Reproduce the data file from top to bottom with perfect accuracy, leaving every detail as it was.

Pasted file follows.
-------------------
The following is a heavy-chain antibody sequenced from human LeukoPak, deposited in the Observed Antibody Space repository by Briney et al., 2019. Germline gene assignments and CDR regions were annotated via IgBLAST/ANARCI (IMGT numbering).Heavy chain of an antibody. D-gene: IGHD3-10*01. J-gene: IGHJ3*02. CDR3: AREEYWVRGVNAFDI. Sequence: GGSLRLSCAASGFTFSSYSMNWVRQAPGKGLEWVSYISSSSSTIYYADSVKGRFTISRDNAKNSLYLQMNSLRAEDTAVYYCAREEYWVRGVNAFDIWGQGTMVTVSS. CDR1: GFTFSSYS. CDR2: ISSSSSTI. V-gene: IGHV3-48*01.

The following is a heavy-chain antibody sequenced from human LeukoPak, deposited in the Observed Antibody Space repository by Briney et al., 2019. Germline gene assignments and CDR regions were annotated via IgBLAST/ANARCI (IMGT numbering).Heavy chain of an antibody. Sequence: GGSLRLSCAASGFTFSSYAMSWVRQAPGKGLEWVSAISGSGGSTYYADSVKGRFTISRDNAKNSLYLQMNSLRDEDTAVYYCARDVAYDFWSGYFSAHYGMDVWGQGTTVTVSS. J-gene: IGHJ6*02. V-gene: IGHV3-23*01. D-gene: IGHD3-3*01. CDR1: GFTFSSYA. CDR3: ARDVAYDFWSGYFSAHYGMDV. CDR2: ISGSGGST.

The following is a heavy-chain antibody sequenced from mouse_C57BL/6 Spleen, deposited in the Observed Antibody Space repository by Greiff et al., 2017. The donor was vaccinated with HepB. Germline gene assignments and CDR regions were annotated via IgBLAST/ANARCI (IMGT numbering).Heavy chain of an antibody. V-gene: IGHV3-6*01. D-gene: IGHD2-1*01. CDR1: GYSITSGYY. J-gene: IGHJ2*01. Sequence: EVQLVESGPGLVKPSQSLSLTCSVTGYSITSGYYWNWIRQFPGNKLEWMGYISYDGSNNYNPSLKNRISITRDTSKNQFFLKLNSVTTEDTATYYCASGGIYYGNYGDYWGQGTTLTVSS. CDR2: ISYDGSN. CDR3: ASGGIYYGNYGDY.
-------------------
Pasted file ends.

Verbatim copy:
The following is a heavy-chain antibody sequenced from human LeukoPak, deposited in the Observed Antibody Space repository by Briney et al., 2019. Germline gene assignments and CDR regions were annotated via IgBLAST/ANARCI (IMGT numbering).Heavy chain of an antibody. D-gene: IGHD3-10*01. J-gene: IGHJ3*02. CDR3: AREEYWVRGVNAFDI. Sequence: GGSLRLSCAASGFTFSSYSMNWVRQAPGKGLEWVSYISSSSSTIYYADSVKGRFTISRDNAKNSLYLQMNSLRAEDTAVYYCAREEYWVRGVNAFDIWGQGTMVTVSS. CDR1: GFTFSSYS. CDR2: ISSSSSTI. V-gene: IGHV3-48*01.

The following is a heavy-chain antibody sequenced from human LeukoPak, deposited in the Observed Antibody Space repository by Briney et al., 2019. Germline gene assignments and CDR regions were annotated via IgBLAST/ANARCI (IMGT numbering).Heavy chain of an antibody. Sequence: GGSLRLSCAASGFTFSSYAMSWVRQAPGKGLEWVSAISGSGGSTYYADSVKGRFTISRDNAKNSLYLQMNSLRDEDTAVYYCARDVAYDFWSGYFSAHYGMDVWGQGTTVTVSS. J-gene: IGHJ6*02. V-gene: IGHV3-23*01. D-gene: IGHD3-3*01. CDR1: GFTFSSYA. CDR3: ARDVAYDFWSGYFSAHYGMDV. CDR2: ISGSGGST.

The following is a heavy-chain antibody sequenced from mouse_C57BL/6 Spleen, deposited in the Observed Antibody Space repository by Greiff et al., 2017. The donor was vaccinated with HepB. Germline gene assignments and CDR regions were annotated via IgBLAST/ANARCI (IMGT numbering).Heavy chain of an antibody. V-gene: IGHV3-6*01. D-gene: IGHD2-1*01. CDR1: GYSITSGYY. J-gene: IGHJ2*01. Sequence: EVQLVESGPGLVKPSQSLSLTCSVTGYSITSGYYWNWIRQFPGNKLEWMGYISYDGSNNYNPSLKNRISITRDTSKNQFFLKLNSVTTEDTATYYCASGGIYYGNYGDYWGQGTTLTVSS. CDR2: ISYDGSN. CDR3: ASGGIYYGNYGDY.